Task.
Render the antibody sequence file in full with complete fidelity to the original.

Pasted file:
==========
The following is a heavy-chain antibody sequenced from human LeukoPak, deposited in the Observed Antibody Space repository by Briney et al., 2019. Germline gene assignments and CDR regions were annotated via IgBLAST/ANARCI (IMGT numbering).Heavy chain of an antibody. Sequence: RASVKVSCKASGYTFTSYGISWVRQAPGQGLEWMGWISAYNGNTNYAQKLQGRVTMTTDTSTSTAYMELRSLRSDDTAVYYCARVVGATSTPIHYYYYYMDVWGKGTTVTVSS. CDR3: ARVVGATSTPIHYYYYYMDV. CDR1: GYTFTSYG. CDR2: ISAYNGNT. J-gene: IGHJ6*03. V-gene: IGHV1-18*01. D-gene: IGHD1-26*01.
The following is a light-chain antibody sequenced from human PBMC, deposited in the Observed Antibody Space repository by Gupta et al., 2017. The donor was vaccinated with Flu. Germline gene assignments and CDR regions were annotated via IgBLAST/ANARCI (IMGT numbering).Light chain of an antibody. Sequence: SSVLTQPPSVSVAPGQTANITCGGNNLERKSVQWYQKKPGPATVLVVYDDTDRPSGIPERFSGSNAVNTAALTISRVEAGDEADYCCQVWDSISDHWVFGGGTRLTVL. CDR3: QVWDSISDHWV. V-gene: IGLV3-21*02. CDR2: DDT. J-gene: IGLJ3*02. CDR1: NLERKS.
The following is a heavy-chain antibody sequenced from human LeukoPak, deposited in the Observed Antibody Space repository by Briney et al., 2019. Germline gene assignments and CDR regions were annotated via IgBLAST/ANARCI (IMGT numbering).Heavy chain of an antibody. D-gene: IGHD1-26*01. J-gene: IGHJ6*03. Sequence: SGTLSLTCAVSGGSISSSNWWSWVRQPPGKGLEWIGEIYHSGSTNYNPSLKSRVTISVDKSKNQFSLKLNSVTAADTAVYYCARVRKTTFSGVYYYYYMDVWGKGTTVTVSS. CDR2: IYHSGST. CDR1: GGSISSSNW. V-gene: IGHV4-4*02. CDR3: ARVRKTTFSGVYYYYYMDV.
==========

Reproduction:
The following is a heavy-chain antibody sequenced from human LeukoPak, deposited in the Observed Antibody Space repository by Briney et al., 2019. Germline gene assignments and CDR regions were annotated via IgBLAST/ANARCI (IMGT numbering).Heavy chain of an antibody. Sequence: RASVKVSCKASGYTFTSYGISWVRQAPGQGLEWMGWISAYNGNTNYAQKLQGRVTMTTDTSTSTAYMELRSLRSDDTAVYYCARVVGATSTPIHYYYYYMDVWGKGTTVTVSS. CDR3: ARVVGATSTPIHYYYYYMDV. CDR1: GYTFTSYG. CDR2: ISAYNGNT. J-gene: IGHJ6*03. V-gene: IGHV1-18*01. D-gene: IGHD1-26*01.
The following is a light-chain antibody sequenced from human PBMC, deposited in the Observed Antibody Space repository by Gupta et al., 2017. The donor was vaccinated with Flu. Germline gene assignments and CDR regions were annotated via IgBLAST/ANARCI (IMGT numbering).Light chain of an antibody. Sequence: SSVLTQPPSVSVAPGQTANITCGGNNLERKSVQWYQKKPGPATVLVVYDDTDRPSGIPERFSGSNAVNTAALTISRVEAGDEADYCCQVWDSISDHWVFGGGTRLTVL. CDR3: QVWDSISDHWV. V-gene: IGLV3-21*02. CDR2: DDT. J-gene: IGLJ3*02. CDR1: NLERKS.
The following is a heavy-chain antibody sequenced from human LeukoPak, deposited in the Observed Antibody Space repository by Briney et al., 2019. Germline gene assignments and CDR regions were annotated via IgBLAST/ANARCI (IMGT numbering).Heavy chain of an antibody. D-gene: IGHD1-26*01. J-gene: IGHJ6*03. Sequence: SGTLSLTCAVSGGSISSSNWWSWVRQPPGKGLEWIGEIYHSGSTNYNPSLKSRVTISVDKSKNQFSLKLNSVTAADTAVYYCARVRKTTFSGVYYYYYMDVWGKGTTVTVSS. CDR2: IYHSGST. CDR1: GGSISSSNW. V-gene: IGHV4-4*02. CDR3: ARVRKTTFSGVYYYYYMDV.